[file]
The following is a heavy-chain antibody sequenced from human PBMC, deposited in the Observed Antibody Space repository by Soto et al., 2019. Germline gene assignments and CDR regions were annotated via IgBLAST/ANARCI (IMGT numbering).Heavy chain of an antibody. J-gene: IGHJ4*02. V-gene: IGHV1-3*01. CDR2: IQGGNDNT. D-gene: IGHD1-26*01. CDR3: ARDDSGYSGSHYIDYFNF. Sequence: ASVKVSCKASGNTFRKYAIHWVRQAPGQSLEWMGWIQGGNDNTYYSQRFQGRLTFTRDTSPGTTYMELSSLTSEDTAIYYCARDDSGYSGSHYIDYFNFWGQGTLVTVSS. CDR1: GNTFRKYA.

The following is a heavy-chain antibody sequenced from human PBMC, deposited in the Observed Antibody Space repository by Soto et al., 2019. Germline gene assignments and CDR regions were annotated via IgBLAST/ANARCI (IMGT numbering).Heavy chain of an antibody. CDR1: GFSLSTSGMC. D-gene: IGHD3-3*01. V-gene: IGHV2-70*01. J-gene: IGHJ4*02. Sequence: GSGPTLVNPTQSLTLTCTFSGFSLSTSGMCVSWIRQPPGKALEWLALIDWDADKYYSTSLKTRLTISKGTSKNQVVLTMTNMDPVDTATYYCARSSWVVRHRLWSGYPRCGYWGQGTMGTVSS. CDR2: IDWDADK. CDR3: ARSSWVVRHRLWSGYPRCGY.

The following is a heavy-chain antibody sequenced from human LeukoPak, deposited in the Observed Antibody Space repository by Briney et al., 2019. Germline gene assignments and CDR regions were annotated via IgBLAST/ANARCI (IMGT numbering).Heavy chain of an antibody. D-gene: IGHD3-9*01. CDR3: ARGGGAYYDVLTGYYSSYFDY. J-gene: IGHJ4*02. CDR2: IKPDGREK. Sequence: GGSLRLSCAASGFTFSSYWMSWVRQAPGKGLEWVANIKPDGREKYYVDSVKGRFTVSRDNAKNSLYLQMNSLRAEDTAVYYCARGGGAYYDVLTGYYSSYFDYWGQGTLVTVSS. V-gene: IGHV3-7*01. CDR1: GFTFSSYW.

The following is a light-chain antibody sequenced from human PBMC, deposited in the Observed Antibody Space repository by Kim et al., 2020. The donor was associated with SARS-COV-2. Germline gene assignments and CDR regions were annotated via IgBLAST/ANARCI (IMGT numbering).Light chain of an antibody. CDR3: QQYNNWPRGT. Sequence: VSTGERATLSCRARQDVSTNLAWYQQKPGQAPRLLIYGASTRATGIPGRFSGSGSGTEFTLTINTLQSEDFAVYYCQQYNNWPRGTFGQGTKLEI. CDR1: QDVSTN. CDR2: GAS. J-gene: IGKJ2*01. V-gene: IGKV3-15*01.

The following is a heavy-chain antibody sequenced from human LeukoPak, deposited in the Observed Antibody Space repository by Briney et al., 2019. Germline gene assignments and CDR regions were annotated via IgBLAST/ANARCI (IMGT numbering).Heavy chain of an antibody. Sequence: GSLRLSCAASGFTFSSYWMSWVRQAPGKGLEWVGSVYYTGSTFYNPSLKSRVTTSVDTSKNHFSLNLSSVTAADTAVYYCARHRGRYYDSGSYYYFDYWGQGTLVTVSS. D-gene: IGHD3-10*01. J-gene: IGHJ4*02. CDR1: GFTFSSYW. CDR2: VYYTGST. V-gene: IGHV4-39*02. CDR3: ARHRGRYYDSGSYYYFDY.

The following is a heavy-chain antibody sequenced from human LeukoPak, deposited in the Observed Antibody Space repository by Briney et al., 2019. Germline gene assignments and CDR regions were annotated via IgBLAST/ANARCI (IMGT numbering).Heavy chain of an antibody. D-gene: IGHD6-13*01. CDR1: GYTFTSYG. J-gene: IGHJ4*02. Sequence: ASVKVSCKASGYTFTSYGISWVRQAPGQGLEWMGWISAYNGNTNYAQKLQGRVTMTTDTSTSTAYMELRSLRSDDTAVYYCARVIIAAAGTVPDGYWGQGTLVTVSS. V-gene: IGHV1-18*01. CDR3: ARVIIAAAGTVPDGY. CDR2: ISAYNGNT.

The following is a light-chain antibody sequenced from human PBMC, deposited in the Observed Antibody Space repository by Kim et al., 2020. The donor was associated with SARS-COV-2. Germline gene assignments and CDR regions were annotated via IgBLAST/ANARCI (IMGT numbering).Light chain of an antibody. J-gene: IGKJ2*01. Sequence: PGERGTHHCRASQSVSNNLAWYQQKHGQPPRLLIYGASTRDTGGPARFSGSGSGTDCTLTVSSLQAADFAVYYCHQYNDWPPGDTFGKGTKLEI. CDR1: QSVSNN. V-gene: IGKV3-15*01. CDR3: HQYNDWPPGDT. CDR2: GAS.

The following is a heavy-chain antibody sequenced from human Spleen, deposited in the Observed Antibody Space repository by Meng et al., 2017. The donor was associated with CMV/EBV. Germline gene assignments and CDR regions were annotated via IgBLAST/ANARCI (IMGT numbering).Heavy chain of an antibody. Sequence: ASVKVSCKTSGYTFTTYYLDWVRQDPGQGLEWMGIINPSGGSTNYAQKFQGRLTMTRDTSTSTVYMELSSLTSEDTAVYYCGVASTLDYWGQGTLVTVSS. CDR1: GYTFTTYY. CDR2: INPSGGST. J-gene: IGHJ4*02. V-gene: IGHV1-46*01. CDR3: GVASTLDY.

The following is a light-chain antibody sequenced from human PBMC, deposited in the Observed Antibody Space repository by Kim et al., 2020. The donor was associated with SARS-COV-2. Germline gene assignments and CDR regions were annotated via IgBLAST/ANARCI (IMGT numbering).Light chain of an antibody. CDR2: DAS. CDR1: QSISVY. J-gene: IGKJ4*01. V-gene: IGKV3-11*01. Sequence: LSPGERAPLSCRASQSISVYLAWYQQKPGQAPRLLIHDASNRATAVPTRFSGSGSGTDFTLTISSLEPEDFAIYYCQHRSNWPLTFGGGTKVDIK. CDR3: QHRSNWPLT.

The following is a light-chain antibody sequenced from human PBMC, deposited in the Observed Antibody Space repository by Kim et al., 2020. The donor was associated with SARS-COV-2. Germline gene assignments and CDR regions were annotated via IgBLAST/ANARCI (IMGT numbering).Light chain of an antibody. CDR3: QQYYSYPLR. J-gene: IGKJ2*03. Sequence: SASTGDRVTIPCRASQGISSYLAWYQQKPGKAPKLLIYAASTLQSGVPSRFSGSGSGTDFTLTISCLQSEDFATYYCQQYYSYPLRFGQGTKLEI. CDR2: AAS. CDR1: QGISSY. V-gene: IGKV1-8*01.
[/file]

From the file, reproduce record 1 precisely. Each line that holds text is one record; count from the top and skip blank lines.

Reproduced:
The following is a heavy-chain antibody sequenced from human PBMC, deposited in the Observed Antibody Space repository by Soto et al., 2019. Germline gene assignments and CDR regions were annotated via IgBLAST/ANARCI (IMGT numbering).Heavy chain of an antibody. J-gene: IGHJ4*02. V-gene: IGHV1-3*01. CDR2: IQGGNDNT. D-gene: IGHD1-26*01. CDR3: ARDDSGYSGSHYIDYFNF. Sequence: ASVKVSCKASGNTFRKYAIHWVRQAPGQSLEWMGWIQGGNDNTYYSQRFQGRLTFTRDTSPGTTYMELSSLTSEDTAIYYCARDDSGYSGSHYIDYFNFWGQGTLVTVSS. CDR1: GNTFRKYA.